This weeks topic is an easy one- our ten most recent reads! 2021 somehow started out strong for me in regards to how much reading I’ve gotten done.
Unlike Last year. I was in a not so great space mentally last year and that imparted on how much reading i got done. But this year has proven to be a bit kinder on my ability to focus and actually enjoy reading again and I made a decision to read more books from African authors this year and so far it’s been going great.
This week I will be sharing with you my newly discover books that i absolutely loved.
Chronicles of the Happiest People on Earth – Wole Soyinka
For the first time in nearly half a century, Wole Soyinka published a book in a year that turned out to be exceptional for many reasons.
The Nigerian Nobel laureate’s 524-page novel Chronicles of the Happiest People on Earth tells the story of four earnest friends who formed a pact, promising to use their talents and hard work to make a meaningful change to their country, Nigeria.
Years later, their enthusiasm is tempered by the comforts and compromises of ageing and the lingering disappointments of post-independence Nigeria.
First available in Nigeria, the novel will be available globally next year.
Technically, Ditlevsen’s memoirs first appeared in Danish in the late 1960s and early ’70s — three short, vibrant forays into the author’s young life in pre- to post-World War II Denmark, where she scrapped for secretarial jobs, fell in with touchy older mentors, and eventually rose to prominence. The trilogy’s publication this year in English (in one convenient volume) sparked a Tove craze. The author is candid about everything from botched abortions to the stultifying nature of life under Nazi rule. An edgier A Tree Grows in Brooklyn, The Copenhagen Trilogy is a discomfiting charmer that avoids the worst pitfall of the genre by refusing to turn into a redemption tale.
No Roses From My Mouth – Stella Nyanzi
Uganda’s President Yoweri Museveni will not appreciate these poems. It was after all under his rule that the academic and gender activist Stella Nyanzi was imprisoned for criticising the long-serving ruler.
Divided into three sections – In Prison, On Feminism and About Uganda, No Roses From My Mouth is an anthology of anger and frustration, but also of resilience.
After her release in February this year, Nyanzi did not cower, standing up to the state again as she runs for Parliament.
The Fourth Child, by Jessica Winter
The bloody pyrotechnics of pro-life organizations in the early ’90s, country-club drunks and their cruel domestic antics, the pre-internet teen scene in Buffalo: Jessica Winter’s sophomore novel is Franzen-esque in its broad sweep of a Rust Belt family coming down off the highs of mid-century American capitalism. (I say that as a huge compliment.) Winter starts with Jane Brennan’s accidental pregnancy in the late 1970s, then works through her tempestuous relationship with her shotgun husband and the push-and-pull dynamic with her eldest daughter Lauren, and finally into the utter displacement the Brennan family undergoes when Jane brings home Mirela, one of hundreds of thousands of “ Ceausescu’s children ” — Romanian children abandoned in orphanages in poor living conditions. Like Graham Greene before her, Winter is fascinated by the Catholic draw to suffering — Jane’s as a beleaguered mother, Lauren’s as a misunderstood young woman, and Mirela’s as a nearly feral outsider — and she manages to elegantly and movingly write a novel about faith that doesn’t proselytize or condemn.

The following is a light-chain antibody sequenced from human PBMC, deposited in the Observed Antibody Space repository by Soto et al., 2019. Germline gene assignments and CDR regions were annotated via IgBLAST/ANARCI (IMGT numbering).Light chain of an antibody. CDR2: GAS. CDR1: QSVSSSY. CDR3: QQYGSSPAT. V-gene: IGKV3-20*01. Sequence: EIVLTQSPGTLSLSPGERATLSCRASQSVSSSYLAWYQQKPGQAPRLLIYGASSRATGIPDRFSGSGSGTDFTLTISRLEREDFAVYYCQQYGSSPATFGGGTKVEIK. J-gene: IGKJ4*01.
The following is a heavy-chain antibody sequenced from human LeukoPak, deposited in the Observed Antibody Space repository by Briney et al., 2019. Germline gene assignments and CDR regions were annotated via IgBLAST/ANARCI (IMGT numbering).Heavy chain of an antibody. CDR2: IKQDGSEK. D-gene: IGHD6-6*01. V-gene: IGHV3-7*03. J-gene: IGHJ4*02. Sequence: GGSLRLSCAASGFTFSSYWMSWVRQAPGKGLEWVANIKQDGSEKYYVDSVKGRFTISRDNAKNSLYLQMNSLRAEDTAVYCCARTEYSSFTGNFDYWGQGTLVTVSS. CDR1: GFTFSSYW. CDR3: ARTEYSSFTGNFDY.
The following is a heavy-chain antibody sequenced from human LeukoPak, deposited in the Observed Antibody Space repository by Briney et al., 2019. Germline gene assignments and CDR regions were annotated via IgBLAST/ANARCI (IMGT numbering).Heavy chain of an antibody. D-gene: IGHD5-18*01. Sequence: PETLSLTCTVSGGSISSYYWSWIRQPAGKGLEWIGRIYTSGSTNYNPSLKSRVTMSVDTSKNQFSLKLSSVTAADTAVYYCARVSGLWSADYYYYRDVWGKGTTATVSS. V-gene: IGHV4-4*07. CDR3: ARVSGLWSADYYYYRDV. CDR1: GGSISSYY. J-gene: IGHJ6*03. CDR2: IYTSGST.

Travelling While Black: Essays Inspired by a Life on the Move – Nanjala Nyabola
The passport is perhaps one of the clearest markers of national power, its power on display in queues at borders around the world. The relative humility of an African passport is not only felt in the arduous and expensive visa processes its carriers endure, but in the perceptions African tourists weather when we finally do cross the border.
Humanitarian advocate and political analyst Nanjala Nyabola crosses into foreign nations with humour and insight. In Travelling While Black, an essay collection inspired by a life on the move, Nyabola reflects on a world that seems to prefer that she had stayed put in Nairobi, but also one that embraces her and teaches us all about belonging as she stands out.
It is in the joy of not being noticed, however, that Nyabola subverts the dusty guidebook’s perceptions of travelling Africa and travelling while African.
America isn’t paradise, one of Engel’s characters thinks to herself in this tale of a cleaved immigrant family. Co-workers murder each other with semi-automatics, kids blow each other’s brains out at school. And violence isn’t held at bay by ICE; in fact, it’s often perpetuated by the people who fill the agency’s ranks. Infinite Country follows whats happens when one member of an undocumented Colombian family is deported. Engel writes beyond mere frustration or sadness or economic hardship — and she brings individuality to a story too often told in statistics and two-minute news reports.
Transcendent Kingdom – Yaa Gyasi
Transcendent Kingdom is the story of a grieving Ghanaian family in the American deep south. It is in the parallels between science and spirituality, of addiction and success, stoicism and vulnerability that Gyasi’s characters navigate the ideological idea and physical terrain of America as outsiders, and as insiders in the transposed world, they have created in Alabama. At the heart of this book is a relationship between a mother and daughter, simultaneously distant and suffocatingly close, not unlike the relationship between immigrants and home.